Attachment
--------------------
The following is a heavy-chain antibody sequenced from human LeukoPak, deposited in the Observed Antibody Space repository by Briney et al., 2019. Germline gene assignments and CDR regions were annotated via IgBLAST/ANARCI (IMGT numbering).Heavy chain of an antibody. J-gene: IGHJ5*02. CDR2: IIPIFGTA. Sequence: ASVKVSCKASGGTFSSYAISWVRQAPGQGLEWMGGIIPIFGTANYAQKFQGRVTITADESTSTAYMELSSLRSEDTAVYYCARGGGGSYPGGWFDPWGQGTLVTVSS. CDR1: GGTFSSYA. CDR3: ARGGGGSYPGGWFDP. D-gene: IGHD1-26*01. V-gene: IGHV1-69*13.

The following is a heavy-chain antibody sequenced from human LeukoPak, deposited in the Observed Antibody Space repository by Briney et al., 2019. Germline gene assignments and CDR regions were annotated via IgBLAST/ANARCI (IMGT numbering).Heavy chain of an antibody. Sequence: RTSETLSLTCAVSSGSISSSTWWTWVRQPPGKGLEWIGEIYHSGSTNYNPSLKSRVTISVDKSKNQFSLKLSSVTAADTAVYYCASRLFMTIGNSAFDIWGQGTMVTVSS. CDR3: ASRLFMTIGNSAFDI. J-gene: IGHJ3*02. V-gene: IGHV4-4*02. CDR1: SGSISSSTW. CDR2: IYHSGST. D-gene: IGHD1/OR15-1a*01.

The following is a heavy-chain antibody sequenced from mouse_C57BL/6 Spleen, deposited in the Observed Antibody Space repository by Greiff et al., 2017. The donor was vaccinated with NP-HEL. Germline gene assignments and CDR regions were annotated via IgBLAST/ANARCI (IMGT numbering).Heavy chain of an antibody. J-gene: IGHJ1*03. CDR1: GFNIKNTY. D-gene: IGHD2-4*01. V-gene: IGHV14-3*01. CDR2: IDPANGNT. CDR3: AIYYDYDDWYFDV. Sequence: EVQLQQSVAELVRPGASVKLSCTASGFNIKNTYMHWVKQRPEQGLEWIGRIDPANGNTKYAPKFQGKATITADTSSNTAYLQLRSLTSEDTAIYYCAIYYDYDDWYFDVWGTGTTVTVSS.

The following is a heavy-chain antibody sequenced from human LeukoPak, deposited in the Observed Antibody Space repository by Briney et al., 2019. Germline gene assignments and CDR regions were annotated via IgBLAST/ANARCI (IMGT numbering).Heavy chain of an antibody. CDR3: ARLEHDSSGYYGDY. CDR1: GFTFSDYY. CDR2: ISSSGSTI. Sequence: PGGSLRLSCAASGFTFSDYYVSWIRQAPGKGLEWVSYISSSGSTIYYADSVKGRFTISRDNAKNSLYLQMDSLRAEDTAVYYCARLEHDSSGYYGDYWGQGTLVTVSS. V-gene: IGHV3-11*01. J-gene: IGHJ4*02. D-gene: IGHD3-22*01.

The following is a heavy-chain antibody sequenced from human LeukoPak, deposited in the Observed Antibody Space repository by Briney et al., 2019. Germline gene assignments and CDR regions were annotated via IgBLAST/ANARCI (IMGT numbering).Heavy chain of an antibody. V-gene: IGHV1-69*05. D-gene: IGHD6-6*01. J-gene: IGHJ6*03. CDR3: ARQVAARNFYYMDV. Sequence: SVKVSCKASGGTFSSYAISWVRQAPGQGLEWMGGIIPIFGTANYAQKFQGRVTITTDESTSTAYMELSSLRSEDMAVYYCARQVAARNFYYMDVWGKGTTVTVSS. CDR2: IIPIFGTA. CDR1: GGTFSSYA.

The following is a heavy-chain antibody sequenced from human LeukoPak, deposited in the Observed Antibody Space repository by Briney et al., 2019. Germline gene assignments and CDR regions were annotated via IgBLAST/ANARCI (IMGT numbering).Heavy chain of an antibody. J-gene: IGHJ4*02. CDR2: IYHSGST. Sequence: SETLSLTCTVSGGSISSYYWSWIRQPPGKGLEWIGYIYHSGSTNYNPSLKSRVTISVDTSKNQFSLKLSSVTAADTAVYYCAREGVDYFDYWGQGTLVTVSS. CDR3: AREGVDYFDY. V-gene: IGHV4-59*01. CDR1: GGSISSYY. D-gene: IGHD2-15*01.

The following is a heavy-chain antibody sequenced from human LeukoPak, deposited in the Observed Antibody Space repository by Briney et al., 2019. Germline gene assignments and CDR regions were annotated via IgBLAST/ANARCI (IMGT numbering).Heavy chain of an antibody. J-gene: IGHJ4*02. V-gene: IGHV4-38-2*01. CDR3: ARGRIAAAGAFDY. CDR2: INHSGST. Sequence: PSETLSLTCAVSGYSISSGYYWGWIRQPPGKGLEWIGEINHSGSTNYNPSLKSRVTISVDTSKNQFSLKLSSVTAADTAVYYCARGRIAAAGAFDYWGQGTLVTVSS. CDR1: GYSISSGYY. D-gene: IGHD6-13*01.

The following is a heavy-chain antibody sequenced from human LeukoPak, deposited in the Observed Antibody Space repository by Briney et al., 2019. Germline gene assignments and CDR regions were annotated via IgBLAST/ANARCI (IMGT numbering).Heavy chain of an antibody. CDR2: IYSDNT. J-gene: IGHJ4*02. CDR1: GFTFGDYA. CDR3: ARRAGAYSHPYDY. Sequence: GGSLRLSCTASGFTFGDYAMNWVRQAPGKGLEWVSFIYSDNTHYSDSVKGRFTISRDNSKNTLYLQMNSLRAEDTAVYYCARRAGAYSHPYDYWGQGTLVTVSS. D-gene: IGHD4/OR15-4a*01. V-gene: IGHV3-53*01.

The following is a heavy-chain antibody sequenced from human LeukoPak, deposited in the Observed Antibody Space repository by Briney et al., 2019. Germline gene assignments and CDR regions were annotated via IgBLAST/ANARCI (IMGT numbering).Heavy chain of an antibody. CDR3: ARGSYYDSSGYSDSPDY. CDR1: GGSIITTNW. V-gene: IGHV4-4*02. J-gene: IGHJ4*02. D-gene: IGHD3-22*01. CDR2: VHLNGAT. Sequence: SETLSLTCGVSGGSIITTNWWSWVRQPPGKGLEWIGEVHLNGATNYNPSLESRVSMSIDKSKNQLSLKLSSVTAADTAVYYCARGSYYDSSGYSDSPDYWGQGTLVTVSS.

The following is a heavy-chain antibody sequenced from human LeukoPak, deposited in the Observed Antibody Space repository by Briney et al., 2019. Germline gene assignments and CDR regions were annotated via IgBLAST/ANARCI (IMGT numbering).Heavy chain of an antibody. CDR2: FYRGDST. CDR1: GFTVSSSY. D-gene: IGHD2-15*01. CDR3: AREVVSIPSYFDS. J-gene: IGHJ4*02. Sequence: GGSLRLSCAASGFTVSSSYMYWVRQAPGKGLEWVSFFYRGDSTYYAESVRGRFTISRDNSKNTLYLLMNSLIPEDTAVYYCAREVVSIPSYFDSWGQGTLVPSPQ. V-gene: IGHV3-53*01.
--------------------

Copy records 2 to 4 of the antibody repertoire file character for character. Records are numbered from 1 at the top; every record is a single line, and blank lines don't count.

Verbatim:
The following is a heavy-chain antibody sequenced from human LeukoPak, deposited in the Observed Antibody Space repository by Briney et al., 2019. Germline gene assignments and CDR regions were annotated via IgBLAST/ANARCI (IMGT numbering).Heavy chain of an antibody. Sequence: RTSETLSLTCAVSSGSISSSTWWTWVRQPPGKGLEWIGEIYHSGSTNYNPSLKSRVTISVDKSKNQFSLKLSSVTAADTAVYYCASRLFMTIGNSAFDIWGQGTMVTVSS. CDR3: ASRLFMTIGNSAFDI. J-gene: IGHJ3*02. V-gene: IGHV4-4*02. CDR1: SGSISSSTW. CDR2: IYHSGST. D-gene: IGHD1/OR15-1a*01.

The following is a heavy-chain antibody sequenced from mouse_C57BL/6 Spleen, deposited in the Observed Antibody Space repository by Greiff et al., 2017. The donor was vaccinated with NP-HEL. Germline gene assignments and CDR regions were annotated via IgBLAST/ANARCI (IMGT numbering).Heavy chain of an antibody. J-gene: IGHJ1*03. CDR1: GFNIKNTY. D-gene: IGHD2-4*01. V-gene: IGHV14-3*01. CDR2: IDPANGNT. CDR3: AIYYDYDDWYFDV. Sequence: EVQLQQSVAELVRPGASVKLSCTASGFNIKNTYMHWVKQRPEQGLEWIGRIDPANGNTKYAPKFQGKATITADTSSNTAYLQLRSLTSEDTAIYYCAIYYDYDDWYFDVWGTGTTVTVSS.

The following is a heavy-chain antibody sequenced from human LeukoPak, deposited in the Observed Antibody Space repository by Briney et al., 2019. Germline gene assignments and CDR regions were annotated via IgBLAST/ANARCI (IMGT numbering).Heavy chain of an antibody. CDR3: ARLEHDSSGYYGDY. CDR1: GFTFSDYY. CDR2: ISSSGSTI. Sequence: PGGSLRLSCAASGFTFSDYYVSWIRQAPGKGLEWVSYISSSGSTIYYADSVKGRFTISRDNAKNSLYLQMDSLRAEDTAVYYCARLEHDSSGYYGDYWGQGTLVTVSS. V-gene: IGHV3-11*01. J-gene: IGHJ4*02. D-gene: IGHD3-22*01.